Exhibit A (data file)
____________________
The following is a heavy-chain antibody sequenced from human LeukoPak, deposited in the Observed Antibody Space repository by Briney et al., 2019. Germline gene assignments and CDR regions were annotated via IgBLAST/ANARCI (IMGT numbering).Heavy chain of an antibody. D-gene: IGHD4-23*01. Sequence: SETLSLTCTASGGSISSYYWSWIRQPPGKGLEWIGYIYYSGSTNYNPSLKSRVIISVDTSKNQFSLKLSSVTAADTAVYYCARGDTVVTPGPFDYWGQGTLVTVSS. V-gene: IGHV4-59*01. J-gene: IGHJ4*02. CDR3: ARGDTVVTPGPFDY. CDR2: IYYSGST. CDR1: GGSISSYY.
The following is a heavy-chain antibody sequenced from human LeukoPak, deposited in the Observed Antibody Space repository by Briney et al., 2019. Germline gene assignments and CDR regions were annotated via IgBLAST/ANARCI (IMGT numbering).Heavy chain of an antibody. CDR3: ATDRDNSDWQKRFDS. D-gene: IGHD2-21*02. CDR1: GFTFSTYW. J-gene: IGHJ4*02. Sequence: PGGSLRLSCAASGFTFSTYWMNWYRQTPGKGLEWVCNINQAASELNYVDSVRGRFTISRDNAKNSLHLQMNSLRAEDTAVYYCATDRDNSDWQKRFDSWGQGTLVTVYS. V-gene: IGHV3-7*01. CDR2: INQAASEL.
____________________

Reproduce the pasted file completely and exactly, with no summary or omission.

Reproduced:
The following is a heavy-chain antibody sequenced from human LeukoPak, deposited in the Observed Antibody Space repository by Briney et al., 2019. Germline gene assignments and CDR regions were annotated via IgBLAST/ANARCI (IMGT numbering).Heavy chain of an antibody. D-gene: IGHD4-23*01. Sequence: SETLSLTCTASGGSISSYYWSWIRQPPGKGLEWIGYIYYSGSTNYNPSLKSRVIISVDTSKNQFSLKLSSVTAADTAVYYCARGDTVVTPGPFDYWGQGTLVTVSS. V-gene: IGHV4-59*01. J-gene: IGHJ4*02. CDR3: ARGDTVVTPGPFDY. CDR2: IYYSGST. CDR1: GGSISSYY.
The following is a heavy-chain antibody sequenced from human LeukoPak, deposited in the Observed Antibody Space repository by Briney et al., 2019. Germline gene assignments and CDR regions were annotated via IgBLAST/ANARCI (IMGT numbering).Heavy chain of an antibody. CDR3: ATDRDNSDWQKRFDS. D-gene: IGHD2-21*02. CDR1: GFTFSTYW. J-gene: IGHJ4*02. Sequence: PGGSLRLSCAASGFTFSTYWMNWYRQTPGKGLEWVCNINQAASELNYVDSVRGRFTISRDNAKNSLHLQMNSLRAEDTAVYYCATDRDNSDWQKRFDSWGQGTLVTVYS. V-gene: IGHV3-7*01. CDR2: INQAASEL.